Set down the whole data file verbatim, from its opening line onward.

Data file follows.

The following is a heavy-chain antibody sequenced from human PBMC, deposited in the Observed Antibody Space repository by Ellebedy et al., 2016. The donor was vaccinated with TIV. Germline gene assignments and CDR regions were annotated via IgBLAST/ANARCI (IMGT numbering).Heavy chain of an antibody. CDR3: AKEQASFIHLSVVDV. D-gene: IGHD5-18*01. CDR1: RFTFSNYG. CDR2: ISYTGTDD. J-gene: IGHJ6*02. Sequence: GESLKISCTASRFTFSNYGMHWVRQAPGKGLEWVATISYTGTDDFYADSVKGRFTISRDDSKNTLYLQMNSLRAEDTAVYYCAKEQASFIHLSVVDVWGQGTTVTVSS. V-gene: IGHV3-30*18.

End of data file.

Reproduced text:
The following is a heavy-chain antibody sequenced from human PBMC, deposited in the Observed Antibody Space repository by Ellebedy et al., 2016. The donor was vaccinated with TIV. Germline gene assignments and CDR regions were annotated via IgBLAST/ANARCI (IMGT numbering).Heavy chain of an antibody. CDR3: AKEQASFIHLSVVDV. D-gene: IGHD5-18*01. CDR1: RFTFSNYG. CDR2: ISYTGTDD. J-gene: IGHJ6*02. Sequence: GESLKISCTASRFTFSNYGMHWVRQAPGKGLEWVATISYTGTDDFYADSVKGRFTISRDDSKNTLYLQMNSLRAEDTAVYYCAKEQASFIHLSVVDVWGQGTTVTVSS. V-gene: IGHV3-30*18.